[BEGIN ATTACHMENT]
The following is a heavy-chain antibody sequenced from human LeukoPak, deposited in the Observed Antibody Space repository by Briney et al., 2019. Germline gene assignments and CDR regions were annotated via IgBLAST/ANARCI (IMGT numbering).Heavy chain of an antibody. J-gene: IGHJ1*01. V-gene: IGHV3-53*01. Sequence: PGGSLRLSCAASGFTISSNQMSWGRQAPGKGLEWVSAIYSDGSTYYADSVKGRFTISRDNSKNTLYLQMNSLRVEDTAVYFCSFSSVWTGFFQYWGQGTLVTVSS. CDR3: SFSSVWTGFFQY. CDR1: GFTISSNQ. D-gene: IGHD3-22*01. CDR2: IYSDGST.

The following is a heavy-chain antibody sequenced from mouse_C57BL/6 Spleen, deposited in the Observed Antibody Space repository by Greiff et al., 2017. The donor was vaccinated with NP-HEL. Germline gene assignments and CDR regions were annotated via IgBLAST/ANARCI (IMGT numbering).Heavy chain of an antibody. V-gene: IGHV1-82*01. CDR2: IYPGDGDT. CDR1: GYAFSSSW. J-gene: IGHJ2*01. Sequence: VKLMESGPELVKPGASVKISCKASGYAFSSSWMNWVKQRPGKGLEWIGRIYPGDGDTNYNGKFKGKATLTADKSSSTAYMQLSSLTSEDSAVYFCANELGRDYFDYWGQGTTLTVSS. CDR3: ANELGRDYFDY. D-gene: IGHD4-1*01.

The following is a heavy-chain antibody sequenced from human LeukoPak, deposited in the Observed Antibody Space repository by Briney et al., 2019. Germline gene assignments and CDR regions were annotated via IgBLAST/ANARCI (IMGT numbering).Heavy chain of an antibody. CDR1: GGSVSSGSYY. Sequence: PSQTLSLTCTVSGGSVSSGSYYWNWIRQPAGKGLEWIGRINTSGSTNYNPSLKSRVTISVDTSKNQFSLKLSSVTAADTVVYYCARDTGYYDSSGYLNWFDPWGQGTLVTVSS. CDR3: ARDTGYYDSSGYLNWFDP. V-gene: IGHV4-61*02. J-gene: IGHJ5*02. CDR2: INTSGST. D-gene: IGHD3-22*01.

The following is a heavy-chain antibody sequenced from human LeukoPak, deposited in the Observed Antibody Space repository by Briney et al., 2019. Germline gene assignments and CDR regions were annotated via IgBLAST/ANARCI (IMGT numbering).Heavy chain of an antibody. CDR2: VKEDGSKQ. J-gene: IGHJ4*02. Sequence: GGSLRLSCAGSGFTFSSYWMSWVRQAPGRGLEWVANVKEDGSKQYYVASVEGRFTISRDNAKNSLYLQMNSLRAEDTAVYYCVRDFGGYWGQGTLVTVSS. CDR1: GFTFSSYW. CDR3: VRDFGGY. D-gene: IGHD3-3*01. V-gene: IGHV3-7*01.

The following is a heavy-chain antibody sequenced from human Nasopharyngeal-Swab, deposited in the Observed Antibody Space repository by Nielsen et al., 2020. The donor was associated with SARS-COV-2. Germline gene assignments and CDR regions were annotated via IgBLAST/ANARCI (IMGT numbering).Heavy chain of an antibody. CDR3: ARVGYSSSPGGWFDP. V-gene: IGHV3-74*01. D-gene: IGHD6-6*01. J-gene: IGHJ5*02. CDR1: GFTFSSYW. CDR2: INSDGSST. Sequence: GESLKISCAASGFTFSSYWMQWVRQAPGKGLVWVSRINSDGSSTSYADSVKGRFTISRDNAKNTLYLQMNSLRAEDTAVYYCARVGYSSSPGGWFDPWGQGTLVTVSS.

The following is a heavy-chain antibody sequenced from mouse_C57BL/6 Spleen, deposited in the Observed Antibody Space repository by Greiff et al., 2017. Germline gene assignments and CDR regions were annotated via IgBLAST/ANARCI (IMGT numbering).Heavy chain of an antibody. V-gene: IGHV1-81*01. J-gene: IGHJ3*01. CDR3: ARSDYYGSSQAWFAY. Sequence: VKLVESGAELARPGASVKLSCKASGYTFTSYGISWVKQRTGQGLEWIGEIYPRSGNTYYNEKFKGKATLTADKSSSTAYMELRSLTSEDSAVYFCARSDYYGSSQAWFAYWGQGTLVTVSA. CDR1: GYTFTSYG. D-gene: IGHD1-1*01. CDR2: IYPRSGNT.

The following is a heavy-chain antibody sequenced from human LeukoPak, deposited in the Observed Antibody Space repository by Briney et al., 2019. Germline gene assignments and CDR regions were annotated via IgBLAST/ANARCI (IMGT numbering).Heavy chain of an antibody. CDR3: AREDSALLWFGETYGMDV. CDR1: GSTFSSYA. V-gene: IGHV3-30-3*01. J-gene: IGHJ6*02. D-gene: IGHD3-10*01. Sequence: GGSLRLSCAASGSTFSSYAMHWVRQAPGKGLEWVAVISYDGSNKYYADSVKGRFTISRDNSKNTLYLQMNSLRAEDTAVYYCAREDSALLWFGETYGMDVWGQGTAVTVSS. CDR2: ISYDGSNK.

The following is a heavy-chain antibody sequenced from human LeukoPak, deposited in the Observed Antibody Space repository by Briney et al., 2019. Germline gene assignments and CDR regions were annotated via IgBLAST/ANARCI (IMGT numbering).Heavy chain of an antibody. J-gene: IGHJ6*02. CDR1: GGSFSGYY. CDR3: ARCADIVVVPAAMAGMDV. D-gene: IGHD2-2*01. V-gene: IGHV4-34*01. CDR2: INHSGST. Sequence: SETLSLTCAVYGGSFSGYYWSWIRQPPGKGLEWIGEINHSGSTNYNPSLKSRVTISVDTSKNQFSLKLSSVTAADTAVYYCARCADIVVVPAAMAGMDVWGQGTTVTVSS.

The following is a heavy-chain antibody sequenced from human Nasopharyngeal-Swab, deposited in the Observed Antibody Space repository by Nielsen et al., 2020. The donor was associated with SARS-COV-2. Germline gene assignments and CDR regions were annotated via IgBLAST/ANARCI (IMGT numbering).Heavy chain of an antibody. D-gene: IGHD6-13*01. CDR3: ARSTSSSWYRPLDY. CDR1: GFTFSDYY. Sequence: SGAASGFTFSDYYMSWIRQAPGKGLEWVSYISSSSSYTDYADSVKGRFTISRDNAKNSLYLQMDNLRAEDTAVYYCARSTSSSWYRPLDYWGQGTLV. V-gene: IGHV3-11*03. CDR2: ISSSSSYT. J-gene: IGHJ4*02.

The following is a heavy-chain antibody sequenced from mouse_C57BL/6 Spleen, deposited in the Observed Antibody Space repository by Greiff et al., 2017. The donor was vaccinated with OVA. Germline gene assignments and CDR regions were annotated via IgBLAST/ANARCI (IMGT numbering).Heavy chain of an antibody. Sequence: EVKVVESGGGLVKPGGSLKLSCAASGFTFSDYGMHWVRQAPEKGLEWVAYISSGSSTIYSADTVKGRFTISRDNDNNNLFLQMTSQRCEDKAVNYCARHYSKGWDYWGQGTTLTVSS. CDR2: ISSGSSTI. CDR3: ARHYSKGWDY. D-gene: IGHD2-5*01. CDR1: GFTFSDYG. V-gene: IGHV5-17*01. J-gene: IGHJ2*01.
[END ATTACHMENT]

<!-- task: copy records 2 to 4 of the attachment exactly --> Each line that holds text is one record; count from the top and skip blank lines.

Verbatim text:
The following is a heavy-chain antibody sequenced from mouse_C57BL/6 Spleen, deposited in the Observed Antibody Space repository by Greiff et al., 2017. The donor was vaccinated with NP-HEL. Germline gene assignments and CDR regions were annotated via IgBLAST/ANARCI (IMGT numbering).Heavy chain of an antibody. V-gene: IGHV1-82*01. CDR2: IYPGDGDT. CDR1: GYAFSSSW. J-gene: IGHJ2*01. Sequence: VKLMESGPELVKPGASVKISCKASGYAFSSSWMNWVKQRPGKGLEWIGRIYPGDGDTNYNGKFKGKATLTADKSSSTAYMQLSSLTSEDSAVYFCANELGRDYFDYWGQGTTLTVSS. CDR3: ANELGRDYFDY. D-gene: IGHD4-1*01.

The following is a heavy-chain antibody sequenced from human LeukoPak, deposited in the Observed Antibody Space repository by Briney et al., 2019. Germline gene assignments and CDR regions were annotated via IgBLAST/ANARCI (IMGT numbering).Heavy chain of an antibody. CDR1: GGSVSSGSYY. Sequence: PSQTLSLTCTVSGGSVSSGSYYWNWIRQPAGKGLEWIGRINTSGSTNYNPSLKSRVTISVDTSKNQFSLKLSSVTAADTVVYYCARDTGYYDSSGYLNWFDPWGQGTLVTVSS. CDR3: ARDTGYYDSSGYLNWFDP. V-gene: IGHV4-61*02. J-gene: IGHJ5*02. CDR2: INTSGST. D-gene: IGHD3-22*01.

The following is a heavy-chain antibody sequenced from human LeukoPak, deposited in the Observed Antibody Space repository by Briney et al., 2019. Germline gene assignments and CDR regions were annotated via IgBLAST/ANARCI (IMGT numbering).Heavy chain of an antibody. CDR2: VKEDGSKQ. J-gene: IGHJ4*02. Sequence: GGSLRLSCAGSGFTFSSYWMSWVRQAPGRGLEWVANVKEDGSKQYYVASVEGRFTISRDNAKNSLYLQMNSLRAEDTAVYYCVRDFGGYWGQGTLVTVSS. CDR1: GFTFSSYW. CDR3: VRDFGGY. D-gene: IGHD3-3*01. V-gene: IGHV3-7*01.